Earlier today, Adult Swim announced the lineup for Toonami’s first night of broadcast. The block will kick off on May 27 at midnight, with the following titles:

  • 12:00 AM: Bleach
  • 12:30 AM: Deadman Wonderland
  • 1:00 AM: Casshern Sins
  • 1:30 AM: Fullmetal Alchemist: Brotherhood
  • 2:00 AM: Ghost in the Shell: Stand Alone Complex 2nd GIG
  • 2:30 AM: Cowboy Bebop

Adult Swim Vice president of strategic marketing and former Toonami producer Jason DeMarco confirmed the schedule via Twitter. He added that they would not show titles like Naruto or Dragon Ball Z because “the rights to those shows are owned by our competition or are out of our price range.” DeMarco continued, stating that “[s]omething you should know about THIS Toonami: We have very, very little [money]. This experiment will need ratings success to receive more funding for new shows, more Tom animation, etc. I’m thankful for the [cash] we’ve gotten, but it isn’t a lot.”

DeMarco also clarified that the “new original anime programming” previously mentioned did not refer to co-productions or original shows. Instead, the term referred to new title acquisitions. He stated that he “love[s] One Piece and would love to see it on CN again” along with Gundam Wing. Panty & Stocking with Garterbelt, Fairy Tail, and Inuyasha: The Final Act are some of the “many shows we’ve been looking at”

Disruptive innovations have great value proposition for their cost, in the greater market.

Before we begin, let me ask a question to test your memory. What is the hallmark of a disruptive product?

That’s right: a disruptive product is a crappy product aimed at crappy customers. Or, to define the term in Christensen’s terms, disruptive products “create a new market by applying a different set of values, which ultimately (and unexpectedly) overtake an existing market.” Examples of such products include Ford’s Model T, which gave rise to the assembly line and affordable vehicles, and Nintendo’s Wii console, which dominated the market with a simple, approachable gaming experience despite having lower specs than its competitors.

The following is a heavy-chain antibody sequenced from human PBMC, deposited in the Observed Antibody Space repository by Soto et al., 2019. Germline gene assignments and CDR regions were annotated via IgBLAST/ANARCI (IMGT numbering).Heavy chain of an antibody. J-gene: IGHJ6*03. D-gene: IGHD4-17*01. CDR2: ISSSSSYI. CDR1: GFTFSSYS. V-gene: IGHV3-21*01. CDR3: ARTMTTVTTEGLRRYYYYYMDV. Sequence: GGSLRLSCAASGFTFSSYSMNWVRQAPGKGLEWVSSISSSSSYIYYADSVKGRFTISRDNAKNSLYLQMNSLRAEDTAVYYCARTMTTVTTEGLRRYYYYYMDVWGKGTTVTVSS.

Adult Swim is, by any stretch, a crappy product to the established market. Already, complaints about the block are echoing on social media. “Why are they showing FMA again?” “Haven’t we seen enough Cowboy Bebop?” While, at the same time, ignoring that these two shows are highly profitable for the network, even though Cowboy Bebop’s aired for eleven years. At the same time, the group is looking into new content, and working with distributors to nab content that will hopefully entice the detractors to hold their nose and flip to the network.

Casshern and Deadman Wonderland are interesting picks, in this regard, as both are compelling titles that have the potential for broad appeal. Both shows are darker than the typical fare from the network, which has often resorted to soaring epics like Moribito or shonen titles like Kekkaishi. Instead, the new programming seems to channel the more experimental fare (for the network, at least) from the network’s early days, when they would run installments of programs like Witch Hunter Robin, Wolf’s Rain, and .hack//SIGN. Deadman Wonderland will be the true wild card of the bunch, though, as it will be not only a new title, but a premiere, as well. The show, which was acquired by FUNimation last year, will see its English dub debut during the block. Out of the initial lineup, it has the best chance of drawing the established base to the couch, while enthralling the interested newcomers alike.

At the moment, though, it’s anybody’s guess as to whether or not the new Toonami will be a success. At first glance, the block has the potential to be a surprise disruptive win for Adult Swim. However, there is still the chance that the greater market will pass, and that the experiment could end up a failure. It will be interesting to see whether Toonami can swim once again, or if it will merely sink to the realm of failed memories and washed up revivals.